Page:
Science and human sacrifice (3)
Human sacrifice, in particular, was an evolutionary strategy—a cultural practice that contributed to group survival, under prevailing environmental conditions. The survival value of this behavior trait is evinced in its nearly universal adoption among pre-industrial humans.
“The idea of human sacrifice,” notes Wikipedia, “has its roots in deep prehistory, in the evolution of human behavior”.
In Africa, as elsewhere, the reasons for sacrificing humans were mainly religious—at least on the surface. Occasions for appeasing or propitiating the gods with human blood, included natural disasters, the appearance of a comet, a meteorite fall, royal ceremonies and seasonal changes.
Beneath these religious rationalizations though, highly rational forces were at work: A combination of inherited notions, handed down through the priests, and a collective, subterranean awareness of what group survival required at a particular time and place.
My eye-opener, in this regard, was a copy of J.E. Casely Hayford’s Gold Native Institutions, which I came across 45 years ago, as a research student at the University of Ghana. Writing in 1903, Hayford—a Fanti lawyer and early nationalist—penned a strong defense of Ashanti and other Akan institutions.
In addition to his very lucid explanation of Ashanti social organization and administrative structure, Hayford argued that such traditional practices as trial-by-ordeal and fetish worship—widely denounced as “savage” customs—also had logical and rational underpinnings.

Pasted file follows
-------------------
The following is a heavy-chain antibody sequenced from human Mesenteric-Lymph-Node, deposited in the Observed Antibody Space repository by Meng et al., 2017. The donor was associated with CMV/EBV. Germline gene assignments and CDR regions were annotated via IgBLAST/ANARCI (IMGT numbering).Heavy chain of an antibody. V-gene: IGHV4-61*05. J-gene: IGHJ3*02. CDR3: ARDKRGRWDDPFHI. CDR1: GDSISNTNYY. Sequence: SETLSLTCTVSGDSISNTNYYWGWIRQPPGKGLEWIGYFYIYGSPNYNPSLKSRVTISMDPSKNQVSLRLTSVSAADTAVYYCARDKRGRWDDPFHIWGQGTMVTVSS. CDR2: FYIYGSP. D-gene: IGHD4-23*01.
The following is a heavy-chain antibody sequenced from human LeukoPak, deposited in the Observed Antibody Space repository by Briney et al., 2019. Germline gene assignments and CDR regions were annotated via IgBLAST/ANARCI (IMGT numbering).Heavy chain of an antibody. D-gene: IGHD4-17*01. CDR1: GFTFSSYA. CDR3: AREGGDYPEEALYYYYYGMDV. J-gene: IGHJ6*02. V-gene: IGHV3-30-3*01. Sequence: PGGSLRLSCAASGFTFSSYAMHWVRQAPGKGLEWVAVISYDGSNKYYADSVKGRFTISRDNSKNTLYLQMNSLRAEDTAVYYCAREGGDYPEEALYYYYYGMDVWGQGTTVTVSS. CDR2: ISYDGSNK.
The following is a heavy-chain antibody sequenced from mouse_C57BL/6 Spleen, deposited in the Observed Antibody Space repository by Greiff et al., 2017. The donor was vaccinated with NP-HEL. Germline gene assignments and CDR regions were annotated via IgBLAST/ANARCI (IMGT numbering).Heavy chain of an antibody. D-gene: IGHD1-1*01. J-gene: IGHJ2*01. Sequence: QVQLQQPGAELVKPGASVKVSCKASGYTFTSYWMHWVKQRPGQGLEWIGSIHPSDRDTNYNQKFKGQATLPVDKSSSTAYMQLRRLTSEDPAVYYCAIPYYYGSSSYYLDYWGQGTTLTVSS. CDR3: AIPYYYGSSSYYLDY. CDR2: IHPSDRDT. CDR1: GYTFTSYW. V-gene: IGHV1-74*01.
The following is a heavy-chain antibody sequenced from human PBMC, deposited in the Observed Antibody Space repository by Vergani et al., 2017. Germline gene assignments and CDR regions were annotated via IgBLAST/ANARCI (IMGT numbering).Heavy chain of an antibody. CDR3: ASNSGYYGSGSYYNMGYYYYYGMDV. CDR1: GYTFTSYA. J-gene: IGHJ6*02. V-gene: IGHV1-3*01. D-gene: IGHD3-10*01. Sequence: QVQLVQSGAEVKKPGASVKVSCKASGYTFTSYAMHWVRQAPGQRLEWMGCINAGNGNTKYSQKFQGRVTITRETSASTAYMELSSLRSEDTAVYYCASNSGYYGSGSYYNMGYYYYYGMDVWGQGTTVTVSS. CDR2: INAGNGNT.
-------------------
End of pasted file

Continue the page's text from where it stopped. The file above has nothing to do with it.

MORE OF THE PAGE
When a traditional Akan court failed to reach a decision, for example, a defendant was required to drink a large amount of an herbal concoction known as “edum”. If the preparation came back, the accused was considered innocent. Otherwise, he was deemed guilty.
“I have heard this [and the chewing of uncooked rice in other parts of West Africa] explained on physiological grounds,” he wrote, “as being highly scientific, and possibly there may be some physiological reason why a guilty person attempts in vain to return the edum”.
The discipline of neuropsychology has only recently become firmly established. So Hayford had no way of knowing, that African priests had, through trial and error, stumbled upon principles that would, a hundred years later, be computerized and used to free falsely accused convicts in the U.S.A!
Much more profound, and pertinent, is his understanding of Akan religious psychology. Casely Hayford reported, in his 452-page opus (by the standard of his times), that Ashanti priests actually attended traditional “seminaries,” where they were trained in medicine and native psychology.
“A Priest’s training,” Hayford says, “begins early in his life. He is generally sent away… to a seminary, where he serves out his apprenticeship, which may cover… three years. During that time he learns the use of herbs and their application to the cure of disease, at which he becomes very proficient…”
Among the Ashanti, there was a Guild of Priests whose members were, according to Hayford, fiercely loyal to each other and very protective of their trade secrets. Thus when a priest was called in from outside the district, his Guildsmen briefed him fully on the trials and tribulations of the sick person.
The visiting priest then repeated this intelligence to the client’s friends and relations, to re-enforce his claim to mysterious powers. “The people understand the deception,” Hayford noted, “but they never expose it; for the Priest’s office is a sacred one…”
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